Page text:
Many may blame Bangladesh’s abject performance in the three-match ODI series in Sri Lanka on their on-field actions but perhaps the cricketing problems has their roots in a lack of clarity when it comes to game planning, thought process and their execution by the team management.
After defeat in the second ODI on Sunday, which cost Bangladesh the series with yesterday’s third ODI still to be played, stand-in captain Tamim Iqbal defended interim head coach Khaled Mahmud, saying that he tried something out of the box but things did not go in their favour.
‘Out of the box’, however, probably does not mean taking decisions devoid of cricketing logic, but instead adopting an unusual method that is the result of proper planning and belief in the process.
When it came to the game plan and forming a playing eleven for the third and final ODI to avoid the humiliation of a whitewash against Sri Lanka, Bangladesh surprisingly opted to pick four genuine bowlers and three wicketkeepers.
Left-arm seamer Mustafizur Rahman suffered a niggle during the warm-up before the start and was replaced by Rubel Hossain while Mosaddek Hossain made way for Anamul Haque, who became the third wicketkeeper-batsman alongside Mushfiqur Rahim and Mohammad Mithun.
Soumya Sarkar and Mahmudullah Riyad were considered the fifth bowling option, but that could not have provided much assurance as the latter is recovering from a shoulder injury and has had to adopt a rather awkward round-arm action.
Anamul made a comeback to the team after last playing an ODI in July 2018, and opened the innings with regular opener Soumya batting at number three. Mohammad Mithun, who failed to make an impact in the first two ODIs at number three, was still kept present, only to prolong the batting order.
It was unclear what the cricketing reasons were to drop Mosaddek, who has been able to provide the odd breakthrough as well as bowl his off-spin with control and is also handy with the bat in the lower middle order.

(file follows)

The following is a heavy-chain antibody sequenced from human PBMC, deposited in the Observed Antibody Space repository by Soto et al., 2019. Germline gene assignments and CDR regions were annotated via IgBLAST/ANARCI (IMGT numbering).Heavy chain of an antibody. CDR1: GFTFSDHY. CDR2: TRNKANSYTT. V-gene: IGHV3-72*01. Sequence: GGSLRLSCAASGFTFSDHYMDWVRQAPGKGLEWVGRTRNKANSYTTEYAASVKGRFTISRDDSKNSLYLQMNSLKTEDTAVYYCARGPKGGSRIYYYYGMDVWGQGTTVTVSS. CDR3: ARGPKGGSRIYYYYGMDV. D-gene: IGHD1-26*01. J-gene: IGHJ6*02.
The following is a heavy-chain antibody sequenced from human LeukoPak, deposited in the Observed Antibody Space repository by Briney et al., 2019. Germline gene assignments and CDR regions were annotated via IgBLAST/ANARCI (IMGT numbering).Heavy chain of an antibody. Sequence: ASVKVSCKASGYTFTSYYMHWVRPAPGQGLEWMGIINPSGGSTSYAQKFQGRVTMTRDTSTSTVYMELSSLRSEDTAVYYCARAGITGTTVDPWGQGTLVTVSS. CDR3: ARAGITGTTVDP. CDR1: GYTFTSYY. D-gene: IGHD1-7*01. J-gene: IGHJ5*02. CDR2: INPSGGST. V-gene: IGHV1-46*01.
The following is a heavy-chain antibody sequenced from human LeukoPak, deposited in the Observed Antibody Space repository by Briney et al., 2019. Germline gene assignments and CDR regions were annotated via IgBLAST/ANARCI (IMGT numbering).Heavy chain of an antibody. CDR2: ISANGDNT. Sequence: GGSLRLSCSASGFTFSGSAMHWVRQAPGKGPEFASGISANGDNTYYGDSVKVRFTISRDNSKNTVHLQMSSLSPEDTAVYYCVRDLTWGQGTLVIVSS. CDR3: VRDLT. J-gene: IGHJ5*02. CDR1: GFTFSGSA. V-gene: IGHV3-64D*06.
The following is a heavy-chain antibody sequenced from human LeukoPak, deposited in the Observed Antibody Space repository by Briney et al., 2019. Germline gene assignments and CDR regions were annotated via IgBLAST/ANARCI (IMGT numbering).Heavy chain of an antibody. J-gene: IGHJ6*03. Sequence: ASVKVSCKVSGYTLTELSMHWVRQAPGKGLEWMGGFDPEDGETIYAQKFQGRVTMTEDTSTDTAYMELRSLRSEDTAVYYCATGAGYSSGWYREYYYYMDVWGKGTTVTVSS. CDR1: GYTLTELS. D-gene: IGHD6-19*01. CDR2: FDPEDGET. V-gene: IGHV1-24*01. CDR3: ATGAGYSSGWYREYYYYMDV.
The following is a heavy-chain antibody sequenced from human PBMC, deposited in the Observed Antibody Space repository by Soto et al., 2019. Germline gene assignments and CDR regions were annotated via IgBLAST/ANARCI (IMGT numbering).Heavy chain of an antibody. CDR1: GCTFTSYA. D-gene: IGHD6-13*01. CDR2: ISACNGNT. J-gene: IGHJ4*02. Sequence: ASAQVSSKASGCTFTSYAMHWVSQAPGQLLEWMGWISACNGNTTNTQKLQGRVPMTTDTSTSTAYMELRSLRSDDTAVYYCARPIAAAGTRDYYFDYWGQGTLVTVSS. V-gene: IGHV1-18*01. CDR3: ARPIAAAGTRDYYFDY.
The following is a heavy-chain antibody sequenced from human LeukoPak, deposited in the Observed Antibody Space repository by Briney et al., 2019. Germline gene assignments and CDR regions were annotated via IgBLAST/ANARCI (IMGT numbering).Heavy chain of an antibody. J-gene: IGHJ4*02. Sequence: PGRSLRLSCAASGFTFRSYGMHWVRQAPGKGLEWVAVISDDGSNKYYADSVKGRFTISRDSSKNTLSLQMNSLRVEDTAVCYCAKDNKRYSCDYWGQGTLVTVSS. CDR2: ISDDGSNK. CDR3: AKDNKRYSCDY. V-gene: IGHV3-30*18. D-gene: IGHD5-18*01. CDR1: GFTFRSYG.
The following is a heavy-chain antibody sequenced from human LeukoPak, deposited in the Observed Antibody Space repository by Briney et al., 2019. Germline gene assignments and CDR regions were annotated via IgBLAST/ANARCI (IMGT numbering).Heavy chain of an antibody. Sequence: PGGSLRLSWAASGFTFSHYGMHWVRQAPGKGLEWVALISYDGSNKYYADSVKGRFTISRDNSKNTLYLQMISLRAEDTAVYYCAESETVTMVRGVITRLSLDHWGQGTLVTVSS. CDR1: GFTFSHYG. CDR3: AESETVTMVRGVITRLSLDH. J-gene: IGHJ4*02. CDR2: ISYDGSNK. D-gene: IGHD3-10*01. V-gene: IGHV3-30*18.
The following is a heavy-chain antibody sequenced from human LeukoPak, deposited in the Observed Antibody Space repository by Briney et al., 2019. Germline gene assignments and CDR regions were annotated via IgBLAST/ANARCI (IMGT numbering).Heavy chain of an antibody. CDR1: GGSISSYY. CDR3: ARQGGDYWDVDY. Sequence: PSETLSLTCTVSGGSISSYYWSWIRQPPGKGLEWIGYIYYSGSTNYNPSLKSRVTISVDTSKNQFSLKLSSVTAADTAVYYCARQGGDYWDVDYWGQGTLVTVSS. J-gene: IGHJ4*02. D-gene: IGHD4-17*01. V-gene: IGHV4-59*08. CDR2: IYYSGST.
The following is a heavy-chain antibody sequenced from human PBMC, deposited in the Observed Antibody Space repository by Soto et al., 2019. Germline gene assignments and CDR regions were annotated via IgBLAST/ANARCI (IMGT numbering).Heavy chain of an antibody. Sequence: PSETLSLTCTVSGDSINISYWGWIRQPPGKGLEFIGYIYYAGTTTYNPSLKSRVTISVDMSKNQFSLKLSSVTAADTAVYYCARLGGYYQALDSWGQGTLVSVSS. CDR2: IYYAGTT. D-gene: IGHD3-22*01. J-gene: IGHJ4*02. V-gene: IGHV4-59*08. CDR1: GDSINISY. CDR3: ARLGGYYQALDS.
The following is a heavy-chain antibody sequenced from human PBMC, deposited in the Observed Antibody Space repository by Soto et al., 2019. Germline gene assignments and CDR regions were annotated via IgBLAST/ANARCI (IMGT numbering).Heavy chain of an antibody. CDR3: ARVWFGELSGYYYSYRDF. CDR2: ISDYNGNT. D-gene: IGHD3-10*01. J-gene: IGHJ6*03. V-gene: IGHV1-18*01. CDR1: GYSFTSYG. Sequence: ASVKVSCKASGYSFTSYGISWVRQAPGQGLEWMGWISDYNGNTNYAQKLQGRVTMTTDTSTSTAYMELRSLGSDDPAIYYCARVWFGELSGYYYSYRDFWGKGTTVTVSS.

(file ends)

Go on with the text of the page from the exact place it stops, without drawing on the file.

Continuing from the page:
Before that, on the field, Shafiul Islam provided an early breakthrough by getting rid of the in-form Avishka Fernando for six and the bowlers managed to keep things tight for much of the first 20 overs. The broke a threatening 83-run partnership between Sri Lanka skipper Dimuth Karunaratne and Kusal Perera, dismissing both players in successive overs to bring the score to a wobbly 98 for three in the 22nd over. Things changed dramatically for the visitors from there.
Bangladesh were severely hampered by a lack of options and Mahmudullah was able to bowl only three overs that went for 22 runs, leaving Tamim helpless to put pressure on the Lankan batsmen.
Many will blame Bangladesh’s death-overs bowling as they conceded 106 runs in the last 10 overs after Sri Lanka seemed at one point to be eyeing a total near the 260 mark. However, the end-overs carnage was on the cards as the home side knew the opposition’s slim resources and waited to launch the offensive, eventually swelling their total to 294 for eight.
It seems that sacrificing a player who gave them an extra bowling option was to prolong the struggling batting order. But it is an indication on how muddled the team management’s thought process was because the bowling has been a much bigger concern for Bangladesh for a longer span – from the start of the World Cup. Bangladesh’s top order failures in the series seemed to have swayed the team management into taking a defensive decision rather than go all out in search for a winning end to a sordid series.
The inclusion of all-rounder Forhad Reza or pacer Taskin Ahmed in the squad does not make sense if the think tank does not have the belief in those players. Forhad had previously been on the Ireland tour but did not play a game.
Overall, the poor planning and approach was reflected in the body language of the Bangladeshi cricketers. The muddled mindset has been evident throughout the series, and the only surprise yesterday would have been if the Tigers finished on a winning note.